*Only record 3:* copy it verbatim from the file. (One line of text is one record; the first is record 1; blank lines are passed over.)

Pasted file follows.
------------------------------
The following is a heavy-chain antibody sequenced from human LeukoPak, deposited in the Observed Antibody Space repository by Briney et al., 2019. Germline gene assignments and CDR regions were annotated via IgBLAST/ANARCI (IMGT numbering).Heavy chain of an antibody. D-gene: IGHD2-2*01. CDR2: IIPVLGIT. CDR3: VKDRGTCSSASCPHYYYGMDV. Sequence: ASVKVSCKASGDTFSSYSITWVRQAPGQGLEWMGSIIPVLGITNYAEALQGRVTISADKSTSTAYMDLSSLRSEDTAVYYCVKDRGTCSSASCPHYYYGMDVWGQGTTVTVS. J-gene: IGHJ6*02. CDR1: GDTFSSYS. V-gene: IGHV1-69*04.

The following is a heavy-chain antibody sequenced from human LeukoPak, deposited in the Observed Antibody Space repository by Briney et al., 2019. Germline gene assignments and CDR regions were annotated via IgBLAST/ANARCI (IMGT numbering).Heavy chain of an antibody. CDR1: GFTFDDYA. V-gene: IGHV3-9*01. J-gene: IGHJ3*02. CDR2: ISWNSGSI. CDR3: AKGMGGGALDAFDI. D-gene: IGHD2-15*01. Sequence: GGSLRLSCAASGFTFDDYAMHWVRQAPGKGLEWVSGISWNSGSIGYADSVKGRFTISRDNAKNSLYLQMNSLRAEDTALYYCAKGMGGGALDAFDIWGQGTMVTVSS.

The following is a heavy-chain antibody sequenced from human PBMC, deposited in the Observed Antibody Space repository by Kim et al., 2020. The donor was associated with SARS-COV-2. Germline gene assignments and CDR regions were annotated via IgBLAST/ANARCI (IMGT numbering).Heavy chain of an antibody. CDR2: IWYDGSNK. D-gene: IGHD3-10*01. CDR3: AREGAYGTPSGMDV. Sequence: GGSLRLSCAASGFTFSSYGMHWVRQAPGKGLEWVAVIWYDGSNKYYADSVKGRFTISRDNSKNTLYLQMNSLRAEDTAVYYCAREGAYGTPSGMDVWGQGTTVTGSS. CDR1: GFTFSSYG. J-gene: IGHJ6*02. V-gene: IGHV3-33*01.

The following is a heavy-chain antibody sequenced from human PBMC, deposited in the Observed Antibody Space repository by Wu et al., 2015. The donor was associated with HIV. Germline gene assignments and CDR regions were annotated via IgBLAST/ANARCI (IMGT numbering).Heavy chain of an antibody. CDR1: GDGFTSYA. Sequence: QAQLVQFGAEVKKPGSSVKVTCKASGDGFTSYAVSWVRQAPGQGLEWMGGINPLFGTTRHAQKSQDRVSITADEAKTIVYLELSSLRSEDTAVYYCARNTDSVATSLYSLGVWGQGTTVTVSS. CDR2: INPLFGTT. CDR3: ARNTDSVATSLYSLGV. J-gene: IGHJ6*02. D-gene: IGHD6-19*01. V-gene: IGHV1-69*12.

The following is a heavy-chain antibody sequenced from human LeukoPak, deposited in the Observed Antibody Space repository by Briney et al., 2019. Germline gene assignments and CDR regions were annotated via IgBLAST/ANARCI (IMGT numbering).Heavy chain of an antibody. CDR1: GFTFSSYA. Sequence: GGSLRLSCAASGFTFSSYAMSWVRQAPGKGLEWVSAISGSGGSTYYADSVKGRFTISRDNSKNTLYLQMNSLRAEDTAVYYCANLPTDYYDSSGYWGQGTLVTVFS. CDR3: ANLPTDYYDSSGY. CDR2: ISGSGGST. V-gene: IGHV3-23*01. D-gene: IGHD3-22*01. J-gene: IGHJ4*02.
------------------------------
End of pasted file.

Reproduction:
The following is a heavy-chain antibody sequenced from human PBMC, deposited in the Observed Antibody Space repository by Kim et al., 2020. The donor was associated with SARS-COV-2. Germline gene assignments and CDR regions were annotated via IgBLAST/ANARCI (IMGT numbering).Heavy chain of an antibody. CDR2: IWYDGSNK. D-gene: IGHD3-10*01. CDR3: AREGAYGTPSGMDV. Sequence: GGSLRLSCAASGFTFSSYGMHWVRQAPGKGLEWVAVIWYDGSNKYYADSVKGRFTISRDNSKNTLYLQMNSLRAEDTAVYYCAREGAYGTPSGMDVWGQGTTVTGSS. CDR1: GFTFSSYG. J-gene: IGHJ6*02. V-gene: IGHV3-33*01.